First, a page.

Kyle Mountsier 6:51
guy. And the reason why we talk about the human element is that as the you the biggest and highest most valuable, unique selling point to every dealer, actually we talk about this a lot, we coach some dealers and do some consulting on the side, right. But when we talk about USPS right unique selling propositions of the dealership, it's like, okay, instead of looking at, you know, the free things you give away, right, instead of looking at, you know, oh, we can do online delivery, and all of these things that everybody's shouting from the rooftops like we can do from a technology or process perspective. What if you went in and said, Oh, because we're uniquely equipped to manage these relationships, because of these people internally, we that's our unique selling proposition. Because we have this element, this core people, this type of people, this, this, this generation, this, whatever it may be, that actually our people, if you emphasize that as your unique selling point, it becomes a lot easier because then your people get attached to it. That's right. You know, we
Paul Daly 7:53
talk ed about dealers pushing back, right? And there's, there's always questions around that phrase, and we decide we're gonna talk about it more. But it really is this element of like, there are barbarians at the gate threatening and pushing, in trying to kick in the gate of all these things we're talking about that had been cultivated over generations and generations of building community and building family and giving, taking people from the bottom to the top in this industry. And so we say pushing back, we mean, the people banding together to say no, no, no, this is worth fighting for. Right? So when that gate gets pushed in, it's like, we're not just pushing back against the barbarians, but we're pushing through the door. And we're gonna go out there and show them how it's done. So we have,
Kyle Mountsier 8:32
I'm gonna clarify real quick one thing, because we never do that. Sorry, I know, we've got some things about, but I'm all energized this morning. Right? When we say barbarians, that's an overarching term. And we're not just talking about like, a lot of people are like, Oh, they're just talking about Carvana. Or they're just talking about Tesla. And that's not the case. Actually, there are some really, really great things about that. Well, there there are some things that are barbaric about that, that part of the industry coming in, and what what it has the capacity to do to the retail franchise, but the other part of barbarians at the door or other market forces, right. Things like pandemic things like chip shortage, things like the way that the stock market is interacting the way that OEMs are looking at the direct to consumer. All of those things compile to be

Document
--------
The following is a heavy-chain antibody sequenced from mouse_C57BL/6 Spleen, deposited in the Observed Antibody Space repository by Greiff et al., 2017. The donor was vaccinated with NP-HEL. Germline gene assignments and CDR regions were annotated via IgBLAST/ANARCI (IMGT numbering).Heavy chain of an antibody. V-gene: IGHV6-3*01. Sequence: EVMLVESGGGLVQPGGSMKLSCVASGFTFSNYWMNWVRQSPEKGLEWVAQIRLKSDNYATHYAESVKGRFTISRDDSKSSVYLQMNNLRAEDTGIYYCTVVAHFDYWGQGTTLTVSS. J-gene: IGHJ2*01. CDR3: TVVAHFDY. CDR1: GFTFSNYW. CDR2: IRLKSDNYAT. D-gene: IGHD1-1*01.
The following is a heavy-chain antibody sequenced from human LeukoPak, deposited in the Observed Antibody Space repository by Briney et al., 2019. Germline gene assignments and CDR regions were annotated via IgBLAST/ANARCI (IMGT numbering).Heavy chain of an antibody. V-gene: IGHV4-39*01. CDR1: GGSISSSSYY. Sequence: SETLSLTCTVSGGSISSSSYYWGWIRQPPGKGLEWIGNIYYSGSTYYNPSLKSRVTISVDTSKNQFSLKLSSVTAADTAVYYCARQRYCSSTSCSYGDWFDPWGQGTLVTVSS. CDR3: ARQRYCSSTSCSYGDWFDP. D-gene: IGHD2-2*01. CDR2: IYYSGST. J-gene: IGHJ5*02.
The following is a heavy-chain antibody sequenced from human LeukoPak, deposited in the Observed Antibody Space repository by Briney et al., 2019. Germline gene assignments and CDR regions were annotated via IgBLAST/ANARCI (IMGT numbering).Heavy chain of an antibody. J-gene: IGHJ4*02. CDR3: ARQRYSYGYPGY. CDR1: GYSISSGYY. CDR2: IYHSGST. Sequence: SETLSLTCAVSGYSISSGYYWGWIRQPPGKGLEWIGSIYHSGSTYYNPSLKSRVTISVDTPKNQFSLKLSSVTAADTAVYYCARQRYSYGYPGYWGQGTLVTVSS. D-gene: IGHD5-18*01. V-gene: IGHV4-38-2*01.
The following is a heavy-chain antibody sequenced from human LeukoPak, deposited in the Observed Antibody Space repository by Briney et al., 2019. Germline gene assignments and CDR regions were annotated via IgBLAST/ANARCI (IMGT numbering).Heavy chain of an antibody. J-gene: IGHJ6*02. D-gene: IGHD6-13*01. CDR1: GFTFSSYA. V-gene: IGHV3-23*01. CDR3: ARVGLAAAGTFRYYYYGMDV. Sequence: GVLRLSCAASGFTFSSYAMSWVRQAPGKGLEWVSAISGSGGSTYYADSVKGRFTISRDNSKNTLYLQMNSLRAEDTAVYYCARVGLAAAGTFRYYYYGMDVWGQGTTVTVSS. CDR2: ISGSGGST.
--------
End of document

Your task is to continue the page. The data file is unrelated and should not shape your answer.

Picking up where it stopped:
Paul Daly 9:19
the Oracle barbarians. Exactly. Good clarification. We haven't ever talked about that good clarification, and you know, barbarians, one of the real key elements of a barbarian like, they don't care at all about what you've built over generations, they don't care. But there's a lot to learn from barbarians. Like look at that trivia. Che we need one of those?
Kyle Mountsier 9:36
Absolutely. There's a lot to learn from barbarians. Actually, probably if you pay close enough attention to them. You can learn the most from them because there's a sharp iterative, they're the most entrepreneurial, right? Whether it be if they're the most real time because the the market forces are acting right now instead of like on historical data,
Paul Daly 9:57
right? And they're typically the most creative because they're playing with a different skill set, speaking of being creative,
Kyle Mountsier 10:03
Come on stop segue.
Paul Daly 10:09
Man, I just it just came to me. That's how we're gonna get into the article that was strong. That was right. So a study was just released in the Journal of the journalist called nature and very respected human behavior journal, that video meetings versus in person meetings actually cramp creativity. And this might not sound like a big surprise, like, oh, you can be more creative if you're in person. But the reason that you're more creative, when you're in person versus being virtual is not what everyone expected. So, basically, I'm reading from the article, a Wall Street Journal article, video meetings, dampened brainstorming, because we're so hyper focused on the face, in the box on the screen that we don't let our eyes or our minds wander. You know, when you're in person, it's rude. You and I just lacked eye contact all the time. Right? It'd be awkward. It'd be rude. Like, what are you looking at me for? Right? But the reality is, when you're in a meeting, and now I started thinking about creative meetings. And even when you and I are on Zoom calls, like when we start getting creative, we start like, like,
Kyle Mountsier 11:08
over here. All right down. Yeah, we're starting to write some stuff. Yes.
Paul Daly 11:14
We're very familiar with what like we're used to being you and I were on Google meet called pretty much all day. And so we're used to just like, there's no like, like norms like, oh, well, because think about it when you're a zoom call, like the eye contact with the camera, or with the other face is something that shows that you're paying attention and respect a what they found out is that crushes creativity.